Over the past decade, Seven Stories has brought out a number of Annie Ernaux titles, including A Man’s Place, A Woman’s Story, and A Simple Passion to great critical acclaim. The Possession, which was originally published in France in 2002, is the most recent title of hers to be beautifully rendered in English by Anna Moschovakis (who also translated Georges Simenon’s _The Engagement).
This is a very slim novel, a precise, almost objective depiction of a woman’s jealousy post-love affair, when after breaking up with her boyfriend of the past six years, she finds out that he’s moving in with another woman.
This woman filled my head, my chest, and my gut; she was always with me, she took control of my emotions. At the same time, her omnipresence gave my life a new intensity. It produced stirrings that I had never felt before, released a kind of energy, powers of imagination I didn’t know I had; it held me in a state of constant, feverish activity.
I was, in both senses of the word, possessed.
The narrator—whose voice is so clear, so telling, that it’s hard not to believe that this book isn’t based on experiences that Ernaux suffered through—then proceeds to provide a step-by-step depiction of the onset of jealousy and the way it can consume one’s life. One of the most poignant moments—for anyone who’s had a spouse cheat on them—is also quoted on the back of the book:
The strangest thing about jealousy is that it can populate an entire city—the whole world—with a person you may never have met.
Having lived through a similar situation, I can say with certainty that Ernaux nails a lot of the strange, contradictory desires that come up when trying to process this sort of consuming jealous. Such as her quest for knowledge about the “other woman” (“I absolutely had to know her name, her age, her profession, her address. I discovered that these details by which society defines a person’s identity, which we so easily dismiss as irrelevant to truly knowing someone, are in fact essential.”), and the reaction against all that this other person embodies (“I discovered that I hated all female professors—though I myself had been one, and many of my friends still were.”), to a desire to reclaim the past (“When I wasn’t preoccupied with the other woman, I fell prey to the attacks of an outside world bent on reminding me of our common past, which now felt to me like an irremediable loss.”).
The Possession is a very rational portrait of how a person falls prey to the “green-eyed monster” and how jealous can become all-consuming passion (or possession). But it’s also about the end of jealousy. About how life moves on and people—most people—put their lives back together and stop Googling this other woman/man every day.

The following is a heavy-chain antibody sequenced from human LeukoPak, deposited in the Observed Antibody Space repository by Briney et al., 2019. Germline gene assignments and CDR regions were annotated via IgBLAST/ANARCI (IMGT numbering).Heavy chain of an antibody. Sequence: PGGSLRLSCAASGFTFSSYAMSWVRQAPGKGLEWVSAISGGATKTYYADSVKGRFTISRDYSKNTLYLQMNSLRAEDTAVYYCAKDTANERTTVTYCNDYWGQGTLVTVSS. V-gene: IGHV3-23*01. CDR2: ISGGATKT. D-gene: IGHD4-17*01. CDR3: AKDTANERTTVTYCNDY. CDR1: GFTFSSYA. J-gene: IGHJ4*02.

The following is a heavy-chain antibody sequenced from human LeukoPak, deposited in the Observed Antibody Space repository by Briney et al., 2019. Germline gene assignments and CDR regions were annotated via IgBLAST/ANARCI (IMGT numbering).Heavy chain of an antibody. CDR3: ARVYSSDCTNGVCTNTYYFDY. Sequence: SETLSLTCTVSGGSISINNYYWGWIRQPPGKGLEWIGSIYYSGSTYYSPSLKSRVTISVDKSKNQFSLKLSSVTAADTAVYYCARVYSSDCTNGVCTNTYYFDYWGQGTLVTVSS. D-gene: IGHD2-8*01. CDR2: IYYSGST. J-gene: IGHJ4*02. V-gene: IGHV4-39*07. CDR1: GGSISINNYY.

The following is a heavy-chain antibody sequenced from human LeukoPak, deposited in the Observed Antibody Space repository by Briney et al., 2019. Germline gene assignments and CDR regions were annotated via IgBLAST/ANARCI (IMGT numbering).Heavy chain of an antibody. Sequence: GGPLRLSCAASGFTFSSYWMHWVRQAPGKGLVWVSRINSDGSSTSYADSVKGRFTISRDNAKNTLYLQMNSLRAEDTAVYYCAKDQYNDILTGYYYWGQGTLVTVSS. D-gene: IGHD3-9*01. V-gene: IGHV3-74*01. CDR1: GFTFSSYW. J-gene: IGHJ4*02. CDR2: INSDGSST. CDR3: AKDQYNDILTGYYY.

Although brief, this is a surprisingly complete book. My one reservation is that it can be a bit clinical at times. It’s a retrospective look at jealousy, and as such, loses a bit of its emotional power by too objectively examining the distress and unhinged nature of someone coping with a situation such as this. Nevertheless, it’s definitely worth reading.
A Greater Music is the first in a line of steady and much-anticipated releases by Bae Suah from key indie presses (this one published by Open Letter). Building off of the interest of 2016 Best Translated Book Award longlist nominee. . .
The dislocation of individuals from the countries of their birth has long been a common theme in contemporary literature. These two short novels recently translated into English appear firmly rooted in this tradition of ex-pat literature, but their authors eschew. . .
In Melancholy, Hungarian author, critic, and art theorist László Földényi presents a panorama of more than two thousand years of Western historical and cultural perspectives on the human condition known as melancholia. In nine chapters, Földényi contrasts the hero worship. . .
Pascal Quignard’s __The Hatred of Music_ is the densest, most arcane, most complex book I’ve read in ages. It’s also a book that covers a topic so basic, so universal—almost primordial—that just about any reader will be perversely thrilled by. . .
In Gustave Flaubert’s Madame Bovary, Flaubert attempted to highlight the ordinary, tired, and often crass nature of common expressions by italicising them within the text. When Charles, Emma Bovary’s mediocre husband, expresses himself in a manner akin to that of. . .
Eliot Weinberger takes big strides across literary history in his genuinely breathtaking short work, 19 Ways of Looking at Wang Wei, tracking translations of a short ancient Chinese poem from the publication of Ezra Pound’s Cathay in 1915 to Gary. . .
Prose translators will likely disagree, but I believe translating poetry requires a significant level of talent, a commitment to the text, and near mania, all of which suggests that the undertaking is the greatest possible challenge. The task is to. . .